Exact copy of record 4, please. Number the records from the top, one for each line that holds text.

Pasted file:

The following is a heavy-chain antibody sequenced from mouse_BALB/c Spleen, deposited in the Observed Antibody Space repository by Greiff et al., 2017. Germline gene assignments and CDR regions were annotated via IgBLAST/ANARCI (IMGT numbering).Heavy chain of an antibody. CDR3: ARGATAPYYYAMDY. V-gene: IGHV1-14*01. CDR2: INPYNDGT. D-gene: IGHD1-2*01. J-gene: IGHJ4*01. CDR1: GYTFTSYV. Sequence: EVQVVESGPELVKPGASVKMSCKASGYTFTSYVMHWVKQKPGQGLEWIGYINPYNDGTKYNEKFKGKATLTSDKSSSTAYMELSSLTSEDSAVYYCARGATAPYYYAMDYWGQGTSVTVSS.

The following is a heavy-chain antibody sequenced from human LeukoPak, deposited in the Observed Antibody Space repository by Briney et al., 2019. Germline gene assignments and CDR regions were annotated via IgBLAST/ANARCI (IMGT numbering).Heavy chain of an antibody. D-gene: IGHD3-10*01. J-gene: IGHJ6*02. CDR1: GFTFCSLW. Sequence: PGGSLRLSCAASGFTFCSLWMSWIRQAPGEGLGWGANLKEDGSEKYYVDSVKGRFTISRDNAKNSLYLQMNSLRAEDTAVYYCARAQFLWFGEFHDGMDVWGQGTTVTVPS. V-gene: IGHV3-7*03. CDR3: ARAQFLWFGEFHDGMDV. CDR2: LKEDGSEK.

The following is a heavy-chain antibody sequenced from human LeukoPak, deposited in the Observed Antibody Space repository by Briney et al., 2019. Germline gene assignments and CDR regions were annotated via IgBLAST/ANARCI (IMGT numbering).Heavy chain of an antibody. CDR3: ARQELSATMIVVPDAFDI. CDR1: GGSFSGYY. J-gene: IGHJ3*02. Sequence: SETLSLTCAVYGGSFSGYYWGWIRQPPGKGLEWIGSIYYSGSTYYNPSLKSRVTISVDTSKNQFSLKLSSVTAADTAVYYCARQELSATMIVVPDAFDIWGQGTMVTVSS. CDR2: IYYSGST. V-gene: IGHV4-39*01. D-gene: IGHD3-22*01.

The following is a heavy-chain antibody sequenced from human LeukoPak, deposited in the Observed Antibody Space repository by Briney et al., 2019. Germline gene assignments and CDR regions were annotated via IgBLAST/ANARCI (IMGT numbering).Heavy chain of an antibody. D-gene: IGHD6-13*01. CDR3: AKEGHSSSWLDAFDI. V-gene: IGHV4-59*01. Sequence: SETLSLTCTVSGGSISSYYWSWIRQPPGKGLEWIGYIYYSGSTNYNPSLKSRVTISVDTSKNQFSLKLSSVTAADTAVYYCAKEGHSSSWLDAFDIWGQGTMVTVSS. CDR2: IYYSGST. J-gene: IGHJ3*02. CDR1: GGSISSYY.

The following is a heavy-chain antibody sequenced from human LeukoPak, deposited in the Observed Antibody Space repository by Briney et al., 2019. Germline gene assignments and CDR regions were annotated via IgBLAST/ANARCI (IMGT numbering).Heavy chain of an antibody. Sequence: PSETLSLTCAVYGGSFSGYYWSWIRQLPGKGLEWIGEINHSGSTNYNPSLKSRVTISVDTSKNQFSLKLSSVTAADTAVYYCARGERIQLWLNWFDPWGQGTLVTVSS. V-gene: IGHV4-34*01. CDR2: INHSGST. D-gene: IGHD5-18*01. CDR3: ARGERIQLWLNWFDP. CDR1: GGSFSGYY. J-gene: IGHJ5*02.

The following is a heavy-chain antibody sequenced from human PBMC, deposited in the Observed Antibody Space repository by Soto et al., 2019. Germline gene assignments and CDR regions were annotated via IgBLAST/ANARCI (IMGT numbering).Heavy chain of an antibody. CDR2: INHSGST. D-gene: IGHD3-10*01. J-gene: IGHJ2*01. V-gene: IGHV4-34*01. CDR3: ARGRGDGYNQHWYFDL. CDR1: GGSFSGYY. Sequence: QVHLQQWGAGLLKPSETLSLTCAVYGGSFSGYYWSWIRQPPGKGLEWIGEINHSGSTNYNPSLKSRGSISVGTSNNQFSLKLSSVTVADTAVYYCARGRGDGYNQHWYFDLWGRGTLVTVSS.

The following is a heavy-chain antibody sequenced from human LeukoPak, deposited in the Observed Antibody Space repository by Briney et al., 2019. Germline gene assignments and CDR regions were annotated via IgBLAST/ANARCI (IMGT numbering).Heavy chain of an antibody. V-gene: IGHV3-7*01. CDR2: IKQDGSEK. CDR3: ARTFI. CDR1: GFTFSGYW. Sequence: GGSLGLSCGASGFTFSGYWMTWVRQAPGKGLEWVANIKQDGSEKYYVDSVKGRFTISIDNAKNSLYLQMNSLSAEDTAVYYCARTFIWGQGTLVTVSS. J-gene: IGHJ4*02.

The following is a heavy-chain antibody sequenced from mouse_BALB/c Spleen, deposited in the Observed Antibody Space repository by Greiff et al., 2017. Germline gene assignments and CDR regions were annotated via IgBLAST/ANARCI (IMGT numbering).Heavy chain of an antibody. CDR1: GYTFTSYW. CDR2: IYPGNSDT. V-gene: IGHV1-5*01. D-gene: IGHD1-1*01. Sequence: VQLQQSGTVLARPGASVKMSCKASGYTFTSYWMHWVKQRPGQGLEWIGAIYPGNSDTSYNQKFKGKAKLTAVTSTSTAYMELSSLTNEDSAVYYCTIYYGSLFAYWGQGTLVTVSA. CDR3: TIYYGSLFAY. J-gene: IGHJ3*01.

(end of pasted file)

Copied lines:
The following is a heavy-chain antibody sequenced from human LeukoPak, deposited in the Observed Antibody Space repository by Briney et al., 2019. Germline gene assignments and CDR regions were annotated via IgBLAST/ANARCI (IMGT numbering).Heavy chain of an antibody. D-gene: IGHD6-13*01. CDR3: AKEGHSSSWLDAFDI. V-gene: IGHV4-59*01. Sequence: SETLSLTCTVSGGSISSYYWSWIRQPPGKGLEWIGYIYYSGSTNYNPSLKSRVTISVDTSKNQFSLKLSSVTAADTAVYYCAKEGHSSSWLDAFDIWGQGTMVTVSS. CDR2: IYYSGST. J-gene: IGHJ3*02. CDR1: GGSISSYY.